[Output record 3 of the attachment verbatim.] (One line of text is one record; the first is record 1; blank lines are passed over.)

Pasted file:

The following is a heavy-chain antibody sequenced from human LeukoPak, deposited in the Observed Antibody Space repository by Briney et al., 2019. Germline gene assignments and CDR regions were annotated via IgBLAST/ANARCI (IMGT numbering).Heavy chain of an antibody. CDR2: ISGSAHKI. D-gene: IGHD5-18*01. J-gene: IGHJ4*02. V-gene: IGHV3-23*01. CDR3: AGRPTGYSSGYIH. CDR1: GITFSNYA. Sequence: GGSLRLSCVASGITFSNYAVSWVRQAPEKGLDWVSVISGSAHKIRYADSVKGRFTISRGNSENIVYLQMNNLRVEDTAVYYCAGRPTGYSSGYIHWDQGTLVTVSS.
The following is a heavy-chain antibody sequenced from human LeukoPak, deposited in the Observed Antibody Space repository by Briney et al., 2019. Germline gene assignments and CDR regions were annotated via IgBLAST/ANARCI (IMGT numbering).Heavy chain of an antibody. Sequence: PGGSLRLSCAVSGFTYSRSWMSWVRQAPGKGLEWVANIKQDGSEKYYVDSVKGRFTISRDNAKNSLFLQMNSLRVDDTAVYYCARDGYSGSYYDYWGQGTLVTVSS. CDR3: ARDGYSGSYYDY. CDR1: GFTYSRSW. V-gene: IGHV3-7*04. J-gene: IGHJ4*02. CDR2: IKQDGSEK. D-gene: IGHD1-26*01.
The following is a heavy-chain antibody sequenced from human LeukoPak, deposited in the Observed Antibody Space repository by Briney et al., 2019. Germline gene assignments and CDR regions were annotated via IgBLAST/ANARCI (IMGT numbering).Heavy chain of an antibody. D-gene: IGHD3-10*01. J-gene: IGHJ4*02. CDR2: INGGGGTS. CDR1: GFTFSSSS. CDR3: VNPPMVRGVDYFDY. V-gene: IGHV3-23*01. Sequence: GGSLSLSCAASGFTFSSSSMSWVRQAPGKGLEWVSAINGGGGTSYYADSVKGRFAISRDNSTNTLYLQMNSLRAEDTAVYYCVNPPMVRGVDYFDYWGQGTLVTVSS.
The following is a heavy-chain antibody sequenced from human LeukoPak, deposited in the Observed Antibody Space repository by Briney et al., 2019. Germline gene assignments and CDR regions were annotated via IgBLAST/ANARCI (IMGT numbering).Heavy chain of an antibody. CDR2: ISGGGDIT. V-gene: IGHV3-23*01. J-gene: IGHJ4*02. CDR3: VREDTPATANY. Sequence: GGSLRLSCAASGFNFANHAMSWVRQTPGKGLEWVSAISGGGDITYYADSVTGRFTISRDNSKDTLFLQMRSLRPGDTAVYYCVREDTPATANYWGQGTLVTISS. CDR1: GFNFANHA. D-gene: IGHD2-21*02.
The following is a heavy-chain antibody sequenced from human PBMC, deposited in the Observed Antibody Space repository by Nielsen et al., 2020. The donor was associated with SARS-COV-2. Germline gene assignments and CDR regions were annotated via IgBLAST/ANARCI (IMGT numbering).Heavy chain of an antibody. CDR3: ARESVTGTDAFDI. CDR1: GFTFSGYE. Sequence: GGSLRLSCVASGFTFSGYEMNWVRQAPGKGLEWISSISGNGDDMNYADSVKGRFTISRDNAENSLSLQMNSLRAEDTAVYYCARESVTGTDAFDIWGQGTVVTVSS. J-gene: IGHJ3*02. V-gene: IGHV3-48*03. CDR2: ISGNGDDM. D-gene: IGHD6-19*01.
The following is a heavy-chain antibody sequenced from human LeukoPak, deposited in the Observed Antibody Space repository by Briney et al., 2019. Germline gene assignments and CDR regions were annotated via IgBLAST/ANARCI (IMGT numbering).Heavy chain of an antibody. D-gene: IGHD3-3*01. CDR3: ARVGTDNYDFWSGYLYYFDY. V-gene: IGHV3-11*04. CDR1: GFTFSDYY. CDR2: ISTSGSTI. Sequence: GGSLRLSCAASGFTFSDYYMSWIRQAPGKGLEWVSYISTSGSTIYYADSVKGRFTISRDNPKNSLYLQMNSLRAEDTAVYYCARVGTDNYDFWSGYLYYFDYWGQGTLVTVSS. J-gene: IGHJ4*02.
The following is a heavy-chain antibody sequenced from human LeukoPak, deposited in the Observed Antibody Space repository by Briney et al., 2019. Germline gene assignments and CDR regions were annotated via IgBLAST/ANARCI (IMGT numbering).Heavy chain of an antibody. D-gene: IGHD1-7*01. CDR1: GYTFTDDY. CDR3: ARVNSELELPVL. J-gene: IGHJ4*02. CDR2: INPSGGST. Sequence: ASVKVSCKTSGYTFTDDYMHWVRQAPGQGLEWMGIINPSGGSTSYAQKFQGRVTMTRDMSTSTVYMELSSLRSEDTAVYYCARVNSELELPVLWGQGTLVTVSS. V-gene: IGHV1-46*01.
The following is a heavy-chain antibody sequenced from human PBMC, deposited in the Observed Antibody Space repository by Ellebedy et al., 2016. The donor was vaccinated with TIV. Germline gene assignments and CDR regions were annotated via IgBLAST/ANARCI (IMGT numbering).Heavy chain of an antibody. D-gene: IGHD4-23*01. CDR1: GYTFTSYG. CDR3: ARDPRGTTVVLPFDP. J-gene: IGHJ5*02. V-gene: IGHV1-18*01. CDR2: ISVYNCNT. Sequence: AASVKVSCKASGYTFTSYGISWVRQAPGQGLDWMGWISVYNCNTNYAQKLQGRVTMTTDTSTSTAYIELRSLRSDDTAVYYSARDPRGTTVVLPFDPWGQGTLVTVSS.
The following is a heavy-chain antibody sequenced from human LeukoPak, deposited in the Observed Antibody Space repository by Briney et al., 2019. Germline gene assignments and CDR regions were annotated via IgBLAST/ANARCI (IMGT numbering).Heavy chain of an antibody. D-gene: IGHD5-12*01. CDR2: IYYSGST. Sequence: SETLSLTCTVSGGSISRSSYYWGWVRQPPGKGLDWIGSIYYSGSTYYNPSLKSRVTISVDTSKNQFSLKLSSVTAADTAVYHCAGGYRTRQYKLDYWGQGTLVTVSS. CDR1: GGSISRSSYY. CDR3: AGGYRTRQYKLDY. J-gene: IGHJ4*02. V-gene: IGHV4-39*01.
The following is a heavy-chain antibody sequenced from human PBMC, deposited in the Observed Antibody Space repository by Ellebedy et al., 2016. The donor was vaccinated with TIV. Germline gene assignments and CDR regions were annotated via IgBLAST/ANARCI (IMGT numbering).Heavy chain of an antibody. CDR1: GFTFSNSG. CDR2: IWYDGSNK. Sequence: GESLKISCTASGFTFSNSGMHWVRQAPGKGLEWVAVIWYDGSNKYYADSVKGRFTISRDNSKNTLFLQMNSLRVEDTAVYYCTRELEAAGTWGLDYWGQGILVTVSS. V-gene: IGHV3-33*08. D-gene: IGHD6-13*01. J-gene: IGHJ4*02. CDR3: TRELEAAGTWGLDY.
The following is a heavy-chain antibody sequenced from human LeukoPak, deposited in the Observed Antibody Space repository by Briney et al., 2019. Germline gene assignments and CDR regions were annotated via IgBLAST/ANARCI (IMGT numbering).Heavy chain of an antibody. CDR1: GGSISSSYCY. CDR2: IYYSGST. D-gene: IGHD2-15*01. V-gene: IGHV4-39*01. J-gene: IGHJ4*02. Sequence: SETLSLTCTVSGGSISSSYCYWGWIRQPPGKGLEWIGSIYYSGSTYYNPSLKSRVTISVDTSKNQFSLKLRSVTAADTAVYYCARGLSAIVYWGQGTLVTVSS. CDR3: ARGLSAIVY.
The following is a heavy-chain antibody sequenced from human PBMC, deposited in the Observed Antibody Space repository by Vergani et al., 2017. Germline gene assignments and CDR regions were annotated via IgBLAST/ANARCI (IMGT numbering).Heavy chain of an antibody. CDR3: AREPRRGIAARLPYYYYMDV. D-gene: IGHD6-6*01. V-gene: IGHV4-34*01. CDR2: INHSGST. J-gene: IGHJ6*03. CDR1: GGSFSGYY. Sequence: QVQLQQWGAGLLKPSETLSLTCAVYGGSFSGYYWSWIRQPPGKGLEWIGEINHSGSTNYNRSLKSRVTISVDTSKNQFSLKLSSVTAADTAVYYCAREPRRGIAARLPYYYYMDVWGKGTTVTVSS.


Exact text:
The following is a heavy-chain antibody sequenced from human LeukoPak, deposited in the Observed Antibody Space repository by Briney et al., 2019. Germline gene assignments and CDR regions were annotated via IgBLAST/ANARCI (IMGT numbering).Heavy chain of an antibody. D-gene: IGHD3-10*01. J-gene: IGHJ4*02. CDR2: INGGGGTS. CDR1: GFTFSSSS. CDR3: VNPPMVRGVDYFDY. V-gene: IGHV3-23*01. Sequence: GGSLSLSCAASGFTFSSSSMSWVRQAPGKGLEWVSAINGGGGTSYYADSVKGRFAISRDNSTNTLYLQMNSLRAEDTAVYYCVNPPMVRGVDYFDYWGQGTLVTVSS.